Preparing the Boat for Living Aboard
28 July 2022 | Pension Tiare Nui
William Ennis | Hot and windy
We got the last few wiring tasks completed today, WhooHoo! Can't believe it's finally done.
When we returned this morning, we fussed with our epoxied rudder indicator piece. The epoxy worked, seemingly, so we attached the threaded rod that connects the rudder indicator to the tiller arm and all seemed OK. We simply didn't the time to continue on the dockside commissioning for the autopilot system, but we can begin when we have more time.
The lazarette (a locker in the stern) in which the autopilot sits is now clean and neat with no hanging wires, and we even vacuumed it. We completed the wiring and wire management in the Man Cave, using cable ties to support and manage the many cables and wires that send power and data to and from the many electronics there. We also got the solar panels completely wired and they were cooking today! As a small test, we shut off power from the yard, and they easily kept up with all demand. That second controller is doing a fine job. I'm surprised that it makes such a difference. Much of the difference is 7 more years of solar technology improvement, of course, but not having one panel's temporary lower output not reduce the output of the other panel is the other. One panel was tilted away from sun so could have reduced the output for both panels in our previous setup, but with a controller on both panels, both produce the highest output possible. We could tell the difference.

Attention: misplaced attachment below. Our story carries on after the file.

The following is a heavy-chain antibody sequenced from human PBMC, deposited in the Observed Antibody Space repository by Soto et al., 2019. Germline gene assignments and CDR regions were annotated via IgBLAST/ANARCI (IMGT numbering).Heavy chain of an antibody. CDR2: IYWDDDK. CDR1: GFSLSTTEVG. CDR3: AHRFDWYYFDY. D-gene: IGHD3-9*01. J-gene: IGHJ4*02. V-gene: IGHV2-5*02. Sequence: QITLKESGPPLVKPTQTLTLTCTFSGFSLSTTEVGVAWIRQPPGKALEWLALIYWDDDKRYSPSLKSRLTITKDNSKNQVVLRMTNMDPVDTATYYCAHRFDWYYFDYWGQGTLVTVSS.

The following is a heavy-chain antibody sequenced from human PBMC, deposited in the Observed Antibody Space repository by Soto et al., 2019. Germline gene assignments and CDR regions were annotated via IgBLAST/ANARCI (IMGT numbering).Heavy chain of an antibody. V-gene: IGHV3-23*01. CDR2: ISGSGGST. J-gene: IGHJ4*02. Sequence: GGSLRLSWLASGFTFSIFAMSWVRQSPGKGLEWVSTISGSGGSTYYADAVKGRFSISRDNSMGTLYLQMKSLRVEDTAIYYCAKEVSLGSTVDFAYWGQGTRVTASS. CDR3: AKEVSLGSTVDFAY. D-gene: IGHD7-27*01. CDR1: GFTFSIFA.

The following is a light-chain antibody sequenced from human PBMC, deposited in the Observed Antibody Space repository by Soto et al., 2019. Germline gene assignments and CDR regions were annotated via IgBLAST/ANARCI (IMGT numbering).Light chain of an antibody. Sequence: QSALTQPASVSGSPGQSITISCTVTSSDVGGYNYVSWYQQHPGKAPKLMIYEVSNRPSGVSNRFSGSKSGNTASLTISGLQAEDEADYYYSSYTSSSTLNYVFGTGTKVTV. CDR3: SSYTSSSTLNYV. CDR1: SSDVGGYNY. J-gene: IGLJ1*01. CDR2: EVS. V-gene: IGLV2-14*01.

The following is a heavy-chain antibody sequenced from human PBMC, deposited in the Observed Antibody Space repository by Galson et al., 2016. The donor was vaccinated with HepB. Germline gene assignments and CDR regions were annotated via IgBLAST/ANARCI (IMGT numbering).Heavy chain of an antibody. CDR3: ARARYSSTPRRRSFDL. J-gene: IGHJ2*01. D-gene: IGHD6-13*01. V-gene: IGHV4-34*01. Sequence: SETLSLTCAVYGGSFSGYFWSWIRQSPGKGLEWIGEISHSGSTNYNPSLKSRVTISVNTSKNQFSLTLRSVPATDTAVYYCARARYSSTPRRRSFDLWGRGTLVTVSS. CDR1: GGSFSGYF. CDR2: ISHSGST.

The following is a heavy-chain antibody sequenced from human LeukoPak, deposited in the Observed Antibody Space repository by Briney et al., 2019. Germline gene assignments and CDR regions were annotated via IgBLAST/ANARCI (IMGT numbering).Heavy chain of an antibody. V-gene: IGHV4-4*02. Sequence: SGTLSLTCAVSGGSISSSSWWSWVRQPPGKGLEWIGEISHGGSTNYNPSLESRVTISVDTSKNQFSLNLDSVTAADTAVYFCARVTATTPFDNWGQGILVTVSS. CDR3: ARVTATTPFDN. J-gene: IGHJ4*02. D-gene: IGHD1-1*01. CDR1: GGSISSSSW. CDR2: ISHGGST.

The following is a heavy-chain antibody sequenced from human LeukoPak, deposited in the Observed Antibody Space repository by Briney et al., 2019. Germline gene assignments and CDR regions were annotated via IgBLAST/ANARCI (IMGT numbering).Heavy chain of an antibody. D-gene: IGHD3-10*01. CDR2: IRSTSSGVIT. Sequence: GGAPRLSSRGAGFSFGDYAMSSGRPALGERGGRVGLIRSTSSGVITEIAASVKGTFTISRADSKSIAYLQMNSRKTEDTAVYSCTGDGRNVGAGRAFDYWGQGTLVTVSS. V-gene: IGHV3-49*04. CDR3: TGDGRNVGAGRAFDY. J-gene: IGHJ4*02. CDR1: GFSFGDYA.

Conni got the bimini installed after the panels were up. She also started moving things around below decks for our move into the boat next Monday. Oh, yeah...we couldn't get another few days here at the pension, so we'll have to move to the boat and stay in the yard. We know it means cold showers, heat, and much less convenience, but the two weeks we needed for this autopilot consumed as much time as we feared it would. The yard's shower has no hot water and a nighttime bathroom run means climbing up and down the ladder at night: neither of us is a fan of that maneuver.
At day's end, we moved the outboard to its outside mount, clearing an entire bench for sitting. Our 38-year-old fridge has been faithfully working almost the entire two weeks we've been working. We'll have to fill our butane tanks: there's no propane in the South Pacific. As we complete tasks, we'll begin to stow tools and supplies, leaving the boat ready for habitation. We each have a mountain of normal commissioning chores, and we'll begin those tomorrow.
Wish us luck.